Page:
You Have to Ask: 7 Ways to Use Actionable Language

There comes a moment in any marketing endeavour when it’s time to make “the ask.” You’ve gotten your audience’s attention, laid out your case, instilled the right emotions, and are ready to take the plunge and ask for something in return.

Do you ask subtly? Do you make a hard demand? What’s the most effective way to get your audience onboard? One of the keys of a strong ask, is actionable language– wording that prompts others to take action. Like most things in marketing there isn’t any one approach that works in all cases, but there are some basic tools at your disposal:

1. Use Verbs

If you want someone to do something, one of the most common pieces of advices is to use action words, namely verbs.

Strong calls to action (CTA) are succinct, unambiguous, and direct the user to make a simple choice. Terms like “Click Here,” “Download,” and “Call Us Now,” leave nothing to the imagination. The user knows what you are asking them to do and how to do it.

Phrases like “Learn More,” “Find out More,” or “Give us a Call” are more subtle. They have their uses for brands with an understated image, but are typically considered less persuasive overall. A study in the UK found that “Click Here for More Information” got 97% more clicks and 16% more pageviews than “Find out More.”

In some cases it’s possible to be both nuanced and convincing by directing readers to do something for someone else. For example, restaurant booking website OpenTable might not just ask you outright to make a reservation, but instead recommend you to “Take Mom to Brunch.”

2. Write in the Second Person

First person accounts are someone telling you their story. Third person writing is a fly on the wall account of an event, an outsider’s observation. But, second person language is handy for calls to action because it uses pronouns like “you,” “your,” and “yours” that direct others to do something.

It puts the focus on the audience. Take this sentence: “’Before you leave in the morning, remember to bring your jacket.’ It means you orient the copy towards the reader, not yourself.”

3. Make it Time Sensitive

A compelling request should also feel like a limited time offer. The reader should feel that if they delay they might miss a golden opportunity. Use words like “Today,” “Now,” and “Immediately” to indicate that this deal is a limited time engagement and time is of the essence. ”Take examples from sites such as Amazon where they create a sense of urgency with calls to action like ‘Buy now to get 50% off.’”

FOMO or “fear of missing out” is a strong motivator in today’s social media inundated world. We all get to see every interesting event our friends take part in, and it often leaves us feeling like we’re the only ones missing out on the fun.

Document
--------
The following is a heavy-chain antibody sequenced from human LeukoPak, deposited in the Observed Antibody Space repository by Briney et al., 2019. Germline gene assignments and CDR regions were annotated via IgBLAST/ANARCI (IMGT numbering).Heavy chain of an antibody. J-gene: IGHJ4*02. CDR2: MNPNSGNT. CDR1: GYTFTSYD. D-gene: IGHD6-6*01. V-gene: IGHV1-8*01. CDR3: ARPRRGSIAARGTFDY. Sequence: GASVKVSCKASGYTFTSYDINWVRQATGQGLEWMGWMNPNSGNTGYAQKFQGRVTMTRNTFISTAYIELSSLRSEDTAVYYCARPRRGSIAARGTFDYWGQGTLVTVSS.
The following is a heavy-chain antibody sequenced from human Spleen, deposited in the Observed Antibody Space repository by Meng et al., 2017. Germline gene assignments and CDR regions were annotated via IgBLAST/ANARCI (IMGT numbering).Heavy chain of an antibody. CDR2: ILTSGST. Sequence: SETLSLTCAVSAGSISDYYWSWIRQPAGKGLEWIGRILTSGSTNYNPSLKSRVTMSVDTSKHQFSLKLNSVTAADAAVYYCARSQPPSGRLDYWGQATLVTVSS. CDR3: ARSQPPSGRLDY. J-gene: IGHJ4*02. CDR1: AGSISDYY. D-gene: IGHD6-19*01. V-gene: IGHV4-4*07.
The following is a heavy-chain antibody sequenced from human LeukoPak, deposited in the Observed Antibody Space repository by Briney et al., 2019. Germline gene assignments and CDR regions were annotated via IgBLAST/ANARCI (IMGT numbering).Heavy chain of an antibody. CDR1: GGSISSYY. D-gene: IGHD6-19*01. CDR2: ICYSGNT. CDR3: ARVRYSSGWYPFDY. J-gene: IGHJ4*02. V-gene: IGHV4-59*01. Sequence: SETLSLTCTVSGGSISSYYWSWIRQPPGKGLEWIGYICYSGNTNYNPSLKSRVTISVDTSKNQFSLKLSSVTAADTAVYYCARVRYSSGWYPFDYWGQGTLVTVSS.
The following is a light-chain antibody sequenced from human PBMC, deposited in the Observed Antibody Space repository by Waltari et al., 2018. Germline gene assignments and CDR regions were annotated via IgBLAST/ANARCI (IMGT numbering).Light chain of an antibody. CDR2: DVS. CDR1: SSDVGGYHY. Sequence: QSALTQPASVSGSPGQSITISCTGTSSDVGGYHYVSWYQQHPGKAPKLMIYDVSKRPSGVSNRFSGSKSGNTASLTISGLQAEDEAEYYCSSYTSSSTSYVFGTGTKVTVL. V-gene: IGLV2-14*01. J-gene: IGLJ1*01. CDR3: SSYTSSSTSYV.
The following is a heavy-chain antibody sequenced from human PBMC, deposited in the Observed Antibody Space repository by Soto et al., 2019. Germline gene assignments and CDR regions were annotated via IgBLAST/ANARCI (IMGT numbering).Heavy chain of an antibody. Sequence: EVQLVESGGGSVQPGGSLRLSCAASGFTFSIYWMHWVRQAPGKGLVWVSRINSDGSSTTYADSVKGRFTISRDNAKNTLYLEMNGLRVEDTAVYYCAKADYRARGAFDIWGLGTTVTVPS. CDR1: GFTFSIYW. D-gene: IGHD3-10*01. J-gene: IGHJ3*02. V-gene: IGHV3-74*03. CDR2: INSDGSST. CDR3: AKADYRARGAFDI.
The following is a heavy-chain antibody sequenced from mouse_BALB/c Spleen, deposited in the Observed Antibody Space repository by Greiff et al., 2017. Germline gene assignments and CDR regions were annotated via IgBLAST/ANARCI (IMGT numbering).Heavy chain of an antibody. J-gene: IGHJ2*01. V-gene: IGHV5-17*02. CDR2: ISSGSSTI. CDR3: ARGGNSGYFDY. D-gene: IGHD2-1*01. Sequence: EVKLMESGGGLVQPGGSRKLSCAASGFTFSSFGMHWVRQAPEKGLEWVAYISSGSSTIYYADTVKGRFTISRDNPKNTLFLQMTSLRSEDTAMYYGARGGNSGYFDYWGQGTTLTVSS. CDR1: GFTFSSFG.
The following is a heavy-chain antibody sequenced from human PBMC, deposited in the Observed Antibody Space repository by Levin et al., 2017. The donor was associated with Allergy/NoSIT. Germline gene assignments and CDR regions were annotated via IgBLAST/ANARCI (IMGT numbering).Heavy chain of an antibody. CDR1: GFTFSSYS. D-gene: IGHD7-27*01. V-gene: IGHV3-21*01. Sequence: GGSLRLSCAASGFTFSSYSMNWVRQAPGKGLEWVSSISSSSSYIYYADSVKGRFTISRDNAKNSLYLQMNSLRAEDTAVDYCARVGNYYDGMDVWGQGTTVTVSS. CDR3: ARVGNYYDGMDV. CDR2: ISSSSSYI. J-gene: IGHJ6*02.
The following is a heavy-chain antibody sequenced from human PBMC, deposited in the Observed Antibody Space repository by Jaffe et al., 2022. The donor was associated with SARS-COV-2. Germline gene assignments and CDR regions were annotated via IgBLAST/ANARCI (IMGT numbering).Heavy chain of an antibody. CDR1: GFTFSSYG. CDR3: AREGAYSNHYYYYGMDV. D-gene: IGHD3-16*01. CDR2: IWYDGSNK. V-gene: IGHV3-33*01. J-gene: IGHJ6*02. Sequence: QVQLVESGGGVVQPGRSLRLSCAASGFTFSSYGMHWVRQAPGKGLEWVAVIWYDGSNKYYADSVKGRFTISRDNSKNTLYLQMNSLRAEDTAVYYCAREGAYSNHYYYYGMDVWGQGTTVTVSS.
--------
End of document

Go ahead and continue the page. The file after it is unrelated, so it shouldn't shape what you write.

Smart marketing often plays on these concerns. Ticketmaster doesn’t just tell you to “Buy Tickets,” they say “Don’t Miss Bruce Springsteen and the E Street Band.” The message is clear: this is your chance to see something great, and it’s going fast.

4. Get Right to the Point

Know ahead of time what it is you want from your audience so that you won’t waste their time meandering around the subject. Figure out your ask, then determine a concise and potent way to express it.

Then hone down even further. ”Reword and restructure until the action jumps out of the page. A great way to identify inactionable communication is when you struggle with what to do.” It should be absolutely clear what is being asked and what the next step is.

5. Personalize

Another important tip is to make sure you are directing your message to the right audience at the right time. In-app behavior, web cookies, and other identifiers can be used to dynamically tailor your language to your target market.

”According to a study by Direct Marketing Association, segmented and targeted emails generated 58% of all revenue for the marketers surveyed, and 36% of revenues were driven by emails sent to specific target selections.”

6. Be Confident

The reason it can be hard to ask for things is because we fear rejection. It’s a fundamental human trait. But, a persuasive call to action can’t let on that you are even considering failure. You are hoping to form a relationship (or strengthen an existing one) with your reader.

You can’t expect someone to believe in you if you don’t believe in yourself. So, exude confidence in your language.

But, don’t confuse confidence for coercion: ”If you trick customers into giving over their information, you run the risk of ruffling a few feathers. People like to feel like the business that they’re dealing with is transparent and honest.” Being bold and direct is great, but don’t use that strength to deceive your audience.

7. Get Creative

Last, but certainly not least, don’t just rehash the same tired CTA over and over again. Actionable language is like any other stimuli, it loses potency with time. Novel stimuli will always be more effective than ones that are highly familiar. ”…you should also think about a unique or creative way you can package your ask so it stands out from the crowd.”

There’s a million ways to ask for something. So, iterate, experiment, A/B test, and continually look for new and innovative ways to activate your target market.


To sum up, use verbs, speak in the second person, make your audience feel a time crunch and play on their fear of missing out, don’t beat around the bush, individualize whenever possible, and be fearless and original.

If you can do all that, you drastically improve your chances of hearing that magic word: YES!